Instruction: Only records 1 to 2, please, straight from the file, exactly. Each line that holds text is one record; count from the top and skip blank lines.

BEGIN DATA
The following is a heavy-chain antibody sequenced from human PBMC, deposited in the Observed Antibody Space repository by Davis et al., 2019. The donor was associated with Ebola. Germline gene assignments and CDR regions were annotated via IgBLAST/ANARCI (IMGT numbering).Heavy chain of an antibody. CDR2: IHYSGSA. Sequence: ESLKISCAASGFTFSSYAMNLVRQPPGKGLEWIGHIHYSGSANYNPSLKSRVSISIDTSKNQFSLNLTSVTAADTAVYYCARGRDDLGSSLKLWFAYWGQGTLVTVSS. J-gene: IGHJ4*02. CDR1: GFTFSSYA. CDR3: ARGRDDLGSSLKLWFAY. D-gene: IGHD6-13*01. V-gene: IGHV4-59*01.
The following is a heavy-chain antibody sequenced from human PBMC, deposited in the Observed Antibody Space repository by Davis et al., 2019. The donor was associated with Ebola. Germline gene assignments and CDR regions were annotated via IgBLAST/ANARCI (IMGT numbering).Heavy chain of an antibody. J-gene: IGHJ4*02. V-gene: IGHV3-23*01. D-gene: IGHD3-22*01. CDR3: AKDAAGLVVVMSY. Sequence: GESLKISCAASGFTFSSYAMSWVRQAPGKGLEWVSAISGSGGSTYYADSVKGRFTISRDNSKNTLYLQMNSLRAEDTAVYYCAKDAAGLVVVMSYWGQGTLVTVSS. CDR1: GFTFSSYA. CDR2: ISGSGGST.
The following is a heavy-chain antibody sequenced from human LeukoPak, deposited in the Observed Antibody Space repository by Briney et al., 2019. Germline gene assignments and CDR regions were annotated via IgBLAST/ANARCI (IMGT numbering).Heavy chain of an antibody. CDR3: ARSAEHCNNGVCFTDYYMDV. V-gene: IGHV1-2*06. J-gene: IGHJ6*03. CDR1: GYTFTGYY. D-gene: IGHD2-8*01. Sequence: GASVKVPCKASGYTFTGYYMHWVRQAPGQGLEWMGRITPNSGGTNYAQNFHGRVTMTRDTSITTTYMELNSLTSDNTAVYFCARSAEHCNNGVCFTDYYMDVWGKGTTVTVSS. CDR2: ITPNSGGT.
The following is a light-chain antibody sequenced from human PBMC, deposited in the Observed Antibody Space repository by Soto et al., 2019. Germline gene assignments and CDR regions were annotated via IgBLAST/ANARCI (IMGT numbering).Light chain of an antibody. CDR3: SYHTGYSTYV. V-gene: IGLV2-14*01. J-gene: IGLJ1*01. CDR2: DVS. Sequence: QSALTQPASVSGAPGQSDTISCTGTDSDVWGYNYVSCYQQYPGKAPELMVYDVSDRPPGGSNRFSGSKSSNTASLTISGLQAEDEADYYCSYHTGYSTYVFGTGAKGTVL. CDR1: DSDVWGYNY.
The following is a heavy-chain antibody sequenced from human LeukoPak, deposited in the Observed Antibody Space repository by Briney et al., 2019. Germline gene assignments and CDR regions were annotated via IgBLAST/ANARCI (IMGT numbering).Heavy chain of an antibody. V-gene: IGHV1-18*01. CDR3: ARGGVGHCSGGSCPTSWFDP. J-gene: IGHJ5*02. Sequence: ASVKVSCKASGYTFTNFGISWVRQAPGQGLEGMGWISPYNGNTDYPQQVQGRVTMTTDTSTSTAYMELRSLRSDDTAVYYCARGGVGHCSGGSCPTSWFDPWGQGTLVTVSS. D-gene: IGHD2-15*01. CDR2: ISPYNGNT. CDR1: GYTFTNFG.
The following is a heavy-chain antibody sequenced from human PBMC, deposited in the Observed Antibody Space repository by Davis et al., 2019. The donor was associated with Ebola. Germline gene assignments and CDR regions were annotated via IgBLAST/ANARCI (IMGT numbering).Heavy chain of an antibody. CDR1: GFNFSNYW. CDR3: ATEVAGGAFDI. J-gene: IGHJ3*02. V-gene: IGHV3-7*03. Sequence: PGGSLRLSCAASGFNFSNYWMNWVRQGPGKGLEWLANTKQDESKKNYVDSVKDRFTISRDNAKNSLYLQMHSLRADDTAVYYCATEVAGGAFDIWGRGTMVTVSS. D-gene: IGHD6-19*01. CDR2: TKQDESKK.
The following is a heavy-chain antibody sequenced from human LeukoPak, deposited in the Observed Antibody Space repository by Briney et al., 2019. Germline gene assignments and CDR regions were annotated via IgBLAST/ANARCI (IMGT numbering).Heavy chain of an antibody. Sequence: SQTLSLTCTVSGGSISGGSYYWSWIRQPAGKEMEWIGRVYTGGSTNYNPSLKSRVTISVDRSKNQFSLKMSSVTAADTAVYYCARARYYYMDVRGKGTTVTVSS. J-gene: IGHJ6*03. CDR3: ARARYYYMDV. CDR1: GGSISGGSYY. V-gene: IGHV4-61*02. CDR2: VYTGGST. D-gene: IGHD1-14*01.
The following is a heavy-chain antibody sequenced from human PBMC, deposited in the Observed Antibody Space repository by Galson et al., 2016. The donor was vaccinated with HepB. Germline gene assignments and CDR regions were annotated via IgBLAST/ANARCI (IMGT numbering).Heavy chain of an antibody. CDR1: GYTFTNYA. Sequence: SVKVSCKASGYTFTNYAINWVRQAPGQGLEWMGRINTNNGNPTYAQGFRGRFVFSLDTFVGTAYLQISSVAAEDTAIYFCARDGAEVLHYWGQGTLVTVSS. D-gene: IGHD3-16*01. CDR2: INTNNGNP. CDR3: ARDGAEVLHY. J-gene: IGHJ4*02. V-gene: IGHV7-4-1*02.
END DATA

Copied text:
The following is a heavy-chain antibody sequenced from human PBMC, deposited in the Observed Antibody Space repository by Davis et al., 2019. The donor was associated with Ebola. Germline gene assignments and CDR regions were annotated via IgBLAST/ANARCI (IMGT numbering).Heavy chain of an antibody. CDR2: IHYSGSA. Sequence: ESLKISCAASGFTFSSYAMNLVRQPPGKGLEWIGHIHYSGSANYNPSLKSRVSISIDTSKNQFSLNLTSVTAADTAVYYCARGRDDLGSSLKLWFAYWGQGTLVTVSS. J-gene: IGHJ4*02. CDR1: GFTFSSYA. CDR3: ARGRDDLGSSLKLWFAY. D-gene: IGHD6-13*01. V-gene: IGHV4-59*01.
The following is a heavy-chain antibody sequenced from human PBMC, deposited in the Observed Antibody Space repository by Davis et al., 2019. The donor was associated with Ebola. Germline gene assignments and CDR regions were annotated via IgBLAST/ANARCI (IMGT numbering).Heavy chain of an antibody. J-gene: IGHJ4*02. V-gene: IGHV3-23*01. D-gene: IGHD3-22*01. CDR3: AKDAAGLVVVMSY. Sequence: GESLKISCAASGFTFSSYAMSWVRQAPGKGLEWVSAISGSGGSTYYADSVKGRFTISRDNSKNTLYLQMNSLRAEDTAVYYCAKDAAGLVVVMSYWGQGTLVTVSS. CDR1: GFTFSSYA. CDR2: ISGSGGST.